Then six months later in March of 1962 my career moved to an entirely new plane. While I was still working at the Ponsette Room, Dr. Nuland called and told me he actually had set up an appointment with Joe Glaser himself! I couldn’t believe it! All this time I thought he was only a doctor with a whole lot more show business connections in his mind than in reality. But a few days later, we met in the waiting room of Associated Booking Corporation office, and were then ushered in to meet the famous Joe Glaser in his big office overlooking the city’s skyline. He greeted us with loudest voice this side of a cruise boat’s horn!
“I hear you play the piano pretty good!” he announced, then grabbed the ringing phone. “God damn it, I told you… THEY DON’T GET LOUIS ARMSTRONG! He’s booked for Europe!” he screamed. Then he rocketed the phone into its cradle and turned to me.
“So where have you been playing? Do you play jazz? Christ, you are young, aren’t you?” the voice boomed. Then back to the phone, Oscar, “God damn it, tell ’em they’ve only got Dinah for two weeks… period. After that she’s booked in Vegas!” He shouted, hung up, then picked up as if there had been no interruption.
“Kid, I don’t know what we can do for you. Does Noel Kramer have your photographs and bio? I’m busy now. Good to meet you, kid.” And we were done. I hadn’t said a word.
We were led out of his office and I just stood there, while Dr. Nuland was chattering with other Associated Booking Corporation agents. I was completely out of it, not knowing what to think. In those days, a musical agency like Associated Booking was almost like a major Hollywood studio. They had a lot of power, and were able to swing deals and make things happen pretty quickly.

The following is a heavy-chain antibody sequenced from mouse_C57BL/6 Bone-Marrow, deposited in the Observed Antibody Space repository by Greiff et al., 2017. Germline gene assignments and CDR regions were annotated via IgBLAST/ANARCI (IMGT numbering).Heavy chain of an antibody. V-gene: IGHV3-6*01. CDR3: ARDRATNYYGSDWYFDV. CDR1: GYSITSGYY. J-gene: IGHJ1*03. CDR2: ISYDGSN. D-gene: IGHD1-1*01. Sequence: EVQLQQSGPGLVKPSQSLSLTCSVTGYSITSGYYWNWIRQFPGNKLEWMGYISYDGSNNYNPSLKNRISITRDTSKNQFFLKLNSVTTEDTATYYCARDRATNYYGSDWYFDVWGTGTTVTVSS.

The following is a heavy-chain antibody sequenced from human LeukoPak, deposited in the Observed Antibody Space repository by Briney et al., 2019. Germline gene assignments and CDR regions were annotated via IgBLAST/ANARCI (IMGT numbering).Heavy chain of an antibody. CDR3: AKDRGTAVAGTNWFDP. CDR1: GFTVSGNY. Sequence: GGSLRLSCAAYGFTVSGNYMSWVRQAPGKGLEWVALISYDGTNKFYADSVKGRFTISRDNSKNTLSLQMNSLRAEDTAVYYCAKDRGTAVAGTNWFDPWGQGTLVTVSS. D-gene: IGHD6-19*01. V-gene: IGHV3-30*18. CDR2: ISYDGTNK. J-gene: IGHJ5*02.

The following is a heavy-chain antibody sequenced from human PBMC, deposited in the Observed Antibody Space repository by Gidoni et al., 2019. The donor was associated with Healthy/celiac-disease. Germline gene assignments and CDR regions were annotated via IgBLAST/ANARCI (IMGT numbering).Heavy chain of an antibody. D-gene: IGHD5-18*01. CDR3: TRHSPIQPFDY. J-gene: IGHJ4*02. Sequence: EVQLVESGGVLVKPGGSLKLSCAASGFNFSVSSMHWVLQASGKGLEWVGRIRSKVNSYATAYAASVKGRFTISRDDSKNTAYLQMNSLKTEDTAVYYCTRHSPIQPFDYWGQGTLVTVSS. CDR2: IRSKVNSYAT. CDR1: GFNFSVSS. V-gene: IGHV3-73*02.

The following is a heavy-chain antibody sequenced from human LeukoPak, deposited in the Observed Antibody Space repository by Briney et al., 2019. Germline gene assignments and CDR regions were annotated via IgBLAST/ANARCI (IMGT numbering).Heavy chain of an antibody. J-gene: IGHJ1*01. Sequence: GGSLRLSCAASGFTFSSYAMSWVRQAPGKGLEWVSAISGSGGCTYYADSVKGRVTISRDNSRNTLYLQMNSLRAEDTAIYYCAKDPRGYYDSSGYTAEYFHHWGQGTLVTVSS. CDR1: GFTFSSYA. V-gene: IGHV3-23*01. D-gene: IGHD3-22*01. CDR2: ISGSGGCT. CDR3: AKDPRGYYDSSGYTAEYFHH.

445 Park Ave. (The Office of Associated Booking Corp.)
When we left, I had no idea whether something would come of all this or not. But what an experience! Louis Armstrong! And that had to be Dinah Washington he was talking about! Definitely the big leagues. But how had Dr. Nuland been able to arrange that appointment with Joe Glaser himself? It was incredible.
Until that moment I hadn’t understood the marvelous intriguing mind of Dr. Nuland. The doctor and his wife had been bringing a variety of key people into the Wellington to hear me, never telling me they were from Associated Booking Corporation. He’d casually introduce them as though they were friends of his, just ordinary people that happened to be with him on that night. Dr. Nuland was thinking I’d freeze up if I knew who they really were, and he was probably right. First he’d brought Noel Kramer, who was one of the agents, and then Oscar Cohen, who reported directly to Joe Glaser, was introduced as another one of Dr. Nuland’s friends.
A few weeks later I was told by Associated Booking that I’d be opening at Basin Street East. It was one of the hottest nightclubs in the city, and I’d be sharing the bill with the McGuire Sisters, who were at the height of their fame. I was to be the filler act, and as guests were being seated and ordering their drinks, I’d be playing as part of a trio.
The McGuire Sisters
I’ll never forget the buzz in the room that accompanied Phyllis McGuire’s boyfriend as he frequented the club: the notorious Sam Giancana.
Phyllis and Her Notorious Boyfriend.
Filler or not, it was the biggest step my career had taken to date. Great exposure and working in such a famous place! I was on my way!